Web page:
By Justin Sokeland
BEDFORD – Trey Turner was singin’ in the rain. What a glorious feeling, he’s the champion again.
By all accounts, including his own self-critique, Turner can’t carry a tune. Not a note. Crooning is not in his repertoire. But his golf swing was in perfect harmony, and his clubs made sweet music during a final-round performance that was worthy of a standing ovation. He’ll settle for the respectful golf clap and another Bedford Men’s City Tournament championship. How’s that sound?
Ignoring the constant and annoying precipitation, keeping his grips and his wits dry, Turner carded a remarkable 5-under 67 on a soggy, soaked Sunday to complete his second straight City title and third overall. He joined prestigious company as a three-time winner, an elite list that includes some of the Otis Park legends, and blasted to a 10-shot margin of victory over proverbial tournament bridesmaid Jansen Perdue, whose sizzling 70 on the final day got overshadowed by Turner the Terrific.
A final-round washout, with thunderstorms and an inch of rain predicted, was feared, and indeed that transpired. Turner took care of that, washing away the competition with five consecutive birdies on the front nine. He hit only one sour note all day – that dastardly eighth hole, where so many rounds go to die – and completed 72 holes at 7-under 281. That’s after opening with a waterlogged 76 during the stormy first round, a fact that makes his sensational closing round even more exceptional. Award him a Grammy for that.
Rather than a gold statute, he’ll accept that limestone block that now goes to the champion. Three-time champion has a ring to it.
“It’s awesome to put my name up with those guys,” Turner said. “It’s really cool. There have been some great players, like Aaron (Harrell) and the Gratzers. It’s awesome to do that. It’s not easy.“
Oh, he made it look easy. The rain descended and the floods threatened, they beat upon the defending champion, but Turner kept his head above water while diving into red numbers. Five straight birdies (starting on the third hole) and seven total on his drenched scorecard. Only one glitch, a darn double-bogey on the eighth. And a rain-ruined hat that got discarded late in the day.
The rain arrived as the final threesome walked on the second tee. And that seemed to inspire Turner. On the third, he ripped an iron to seven feet, just above and left of the flagstick, and drained the slick twister. From that point, the raindrops just bounced off Turner as he exploded to a double-digit lead.
Fourth hole, wedge to 10 feet. Fifth hole, a simple two-putt from 25 feet after a mammoth drive over the hill. Sixth hole, after a blocked tee shot and recovery, a wedge to 10 feet. Seventh hole, 330-yard wallop off the tee and short pitch to six feet. Five for five.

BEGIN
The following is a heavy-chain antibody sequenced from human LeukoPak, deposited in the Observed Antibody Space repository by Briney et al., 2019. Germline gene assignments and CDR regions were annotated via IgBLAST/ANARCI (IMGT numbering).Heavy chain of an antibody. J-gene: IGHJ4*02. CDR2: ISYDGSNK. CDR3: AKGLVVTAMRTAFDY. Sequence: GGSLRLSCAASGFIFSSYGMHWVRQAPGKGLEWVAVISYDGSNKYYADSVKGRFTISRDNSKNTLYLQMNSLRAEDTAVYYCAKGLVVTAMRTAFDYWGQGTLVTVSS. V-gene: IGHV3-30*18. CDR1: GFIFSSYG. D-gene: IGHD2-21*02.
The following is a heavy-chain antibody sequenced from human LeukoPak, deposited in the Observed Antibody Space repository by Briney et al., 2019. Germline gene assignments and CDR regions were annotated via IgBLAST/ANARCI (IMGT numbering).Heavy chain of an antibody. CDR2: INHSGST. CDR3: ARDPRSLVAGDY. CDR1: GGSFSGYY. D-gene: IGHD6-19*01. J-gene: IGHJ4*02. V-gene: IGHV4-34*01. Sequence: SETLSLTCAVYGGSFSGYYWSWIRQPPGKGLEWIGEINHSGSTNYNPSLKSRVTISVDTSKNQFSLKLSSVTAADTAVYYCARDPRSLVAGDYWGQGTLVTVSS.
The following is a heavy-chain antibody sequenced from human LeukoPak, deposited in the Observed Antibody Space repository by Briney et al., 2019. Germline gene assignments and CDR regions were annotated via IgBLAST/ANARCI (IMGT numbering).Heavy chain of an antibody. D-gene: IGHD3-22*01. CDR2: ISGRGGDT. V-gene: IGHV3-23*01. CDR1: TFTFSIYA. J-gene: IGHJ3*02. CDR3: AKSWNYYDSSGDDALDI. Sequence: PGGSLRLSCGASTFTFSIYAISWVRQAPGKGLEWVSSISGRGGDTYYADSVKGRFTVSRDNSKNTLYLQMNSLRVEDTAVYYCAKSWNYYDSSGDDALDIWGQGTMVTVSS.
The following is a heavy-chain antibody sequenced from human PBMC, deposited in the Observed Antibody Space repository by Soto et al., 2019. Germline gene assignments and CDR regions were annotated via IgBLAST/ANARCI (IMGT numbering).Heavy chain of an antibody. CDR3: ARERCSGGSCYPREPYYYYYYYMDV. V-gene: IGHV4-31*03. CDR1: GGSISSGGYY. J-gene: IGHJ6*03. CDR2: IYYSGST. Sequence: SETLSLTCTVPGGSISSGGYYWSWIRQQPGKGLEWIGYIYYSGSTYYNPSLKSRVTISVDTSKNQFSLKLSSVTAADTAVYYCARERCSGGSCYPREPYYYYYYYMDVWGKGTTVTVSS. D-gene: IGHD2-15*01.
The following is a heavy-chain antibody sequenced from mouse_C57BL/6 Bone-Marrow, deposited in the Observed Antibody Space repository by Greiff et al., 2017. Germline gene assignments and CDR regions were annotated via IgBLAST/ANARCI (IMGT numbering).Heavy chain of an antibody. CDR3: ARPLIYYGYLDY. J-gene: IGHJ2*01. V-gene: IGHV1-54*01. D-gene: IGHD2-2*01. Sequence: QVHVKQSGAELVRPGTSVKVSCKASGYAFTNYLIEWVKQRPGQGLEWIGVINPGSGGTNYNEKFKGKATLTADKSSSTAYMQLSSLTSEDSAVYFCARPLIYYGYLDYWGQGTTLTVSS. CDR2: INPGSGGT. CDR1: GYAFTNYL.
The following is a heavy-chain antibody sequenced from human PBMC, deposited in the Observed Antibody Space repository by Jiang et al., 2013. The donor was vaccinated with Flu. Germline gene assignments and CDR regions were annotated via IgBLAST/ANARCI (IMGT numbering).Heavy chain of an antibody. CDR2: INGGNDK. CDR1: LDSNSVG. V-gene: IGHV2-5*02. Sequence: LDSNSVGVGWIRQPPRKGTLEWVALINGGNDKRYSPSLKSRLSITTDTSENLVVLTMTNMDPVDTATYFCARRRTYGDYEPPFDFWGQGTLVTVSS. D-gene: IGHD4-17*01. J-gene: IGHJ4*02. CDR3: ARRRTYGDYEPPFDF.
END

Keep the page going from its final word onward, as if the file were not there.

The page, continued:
“On the third hole, I wasn’t even trying to go at that pin, tugged it and hit one pretty close,” Turner said. “That kind of kick-started the round. It was good to get going that way.”
The eighth was a series of unfortunate events. His drive right, smartly away from the boundary wall for safety, ended up in a bad lie after a drop from a cart path. His first punch to escape the trees got gobbled up by wet grass. His next punch was short of the green. He cleaned up that mess, then responded like a true champion with a wedge to four feet for birdie on 9 and a front-side 33.
The back nine was an exercise in mental toughness. Only one birdie, on the downhill 16th as his wedge approach – headed directly for the flag and a possible eagle – glanced off playing partner Koby Robb’s ball and stopped four feet from the cup. Everything else was systematic. Stay in the moment, keep the pre-shot routine intact, execute.
“It was getting into a groove, getting into a rhythm,” Turner said. “You have to stick with that in golf. That’s so important, and it’s difficult when the grips are wet. I was proud of myself to keep that up the whole way.
“I was impressed with the way I played, especially having the lead (by six shots heading into the final round) and having to defend that. There are a ton of great golfers that play in this tournament. You have to keep those guys from taking your title. It’s tough because they can shoot low scores on this golf course.”
One of those is Perdue, who was a member of the final group for the seventh time. His round included birdies on the first, fifth and 16th and 17th holes. He pointed back to the third round, a 73 that featured a lot of scrambling, as his ultimate demise.
“When you grind around and make a bunch of pars, you’re going to finish second or third in this thing when you do that,” Perdue said. “You have to be able to go low and hit it well. I kept myself in it but didn’t hit it well enough to win. Got beat by a better player.
“Trey just put it away, This was reminiscent of two years ago, when I shot 70 in the final round and Aaron shot 65. Trey made five birdies in a row, the guy played great.”
Robb (75) and first-round leader Sam Cobb (72 after a 3-under 34 on the front) finished tied for third at 295.